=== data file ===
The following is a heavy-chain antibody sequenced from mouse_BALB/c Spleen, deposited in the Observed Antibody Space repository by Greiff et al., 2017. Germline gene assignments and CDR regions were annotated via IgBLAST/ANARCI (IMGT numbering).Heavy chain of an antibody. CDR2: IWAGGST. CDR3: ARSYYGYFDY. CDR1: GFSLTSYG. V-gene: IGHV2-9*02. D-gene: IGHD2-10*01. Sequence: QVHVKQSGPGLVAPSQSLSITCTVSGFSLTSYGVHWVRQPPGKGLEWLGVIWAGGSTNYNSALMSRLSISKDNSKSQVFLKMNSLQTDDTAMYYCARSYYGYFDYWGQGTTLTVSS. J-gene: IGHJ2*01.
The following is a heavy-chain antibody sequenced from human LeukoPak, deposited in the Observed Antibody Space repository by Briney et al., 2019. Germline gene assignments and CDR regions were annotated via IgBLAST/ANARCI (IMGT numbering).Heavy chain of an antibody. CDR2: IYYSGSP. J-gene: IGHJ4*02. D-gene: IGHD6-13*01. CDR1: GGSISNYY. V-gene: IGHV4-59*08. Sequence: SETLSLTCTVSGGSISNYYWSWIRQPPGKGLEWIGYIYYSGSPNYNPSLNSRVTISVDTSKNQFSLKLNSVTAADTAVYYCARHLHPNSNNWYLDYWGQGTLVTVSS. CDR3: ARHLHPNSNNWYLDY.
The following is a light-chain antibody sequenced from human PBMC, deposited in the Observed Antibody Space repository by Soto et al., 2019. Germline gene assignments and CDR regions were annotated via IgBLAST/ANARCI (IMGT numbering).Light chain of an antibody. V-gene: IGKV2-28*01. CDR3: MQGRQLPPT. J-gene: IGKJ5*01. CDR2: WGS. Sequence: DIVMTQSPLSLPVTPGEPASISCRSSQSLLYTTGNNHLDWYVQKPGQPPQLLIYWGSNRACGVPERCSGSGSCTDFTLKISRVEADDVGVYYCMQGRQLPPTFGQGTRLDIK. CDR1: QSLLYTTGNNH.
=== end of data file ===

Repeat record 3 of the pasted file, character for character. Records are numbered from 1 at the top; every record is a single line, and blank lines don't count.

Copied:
The following is a light-chain antibody sequenced from human PBMC, deposited in the Observed Antibody Space repository by Soto et al., 2019. Germline gene assignments and CDR regions were annotated via IgBLAST/ANARCI (IMGT numbering).Light chain of an antibody. V-gene: IGKV2-28*01. CDR3: MQGRQLPPT. J-gene: IGKJ5*01. CDR2: WGS. Sequence: DIVMTQSPLSLPVTPGEPASISCRSSQSLLYTTGNNHLDWYVQKPGQPPQLLIYWGSNRACGVPERCSGSGSCTDFTLKISRVEADDVGVYYCMQGRQLPPTFGQGTRLDIK. CDR1: QSLLYTTGNNH.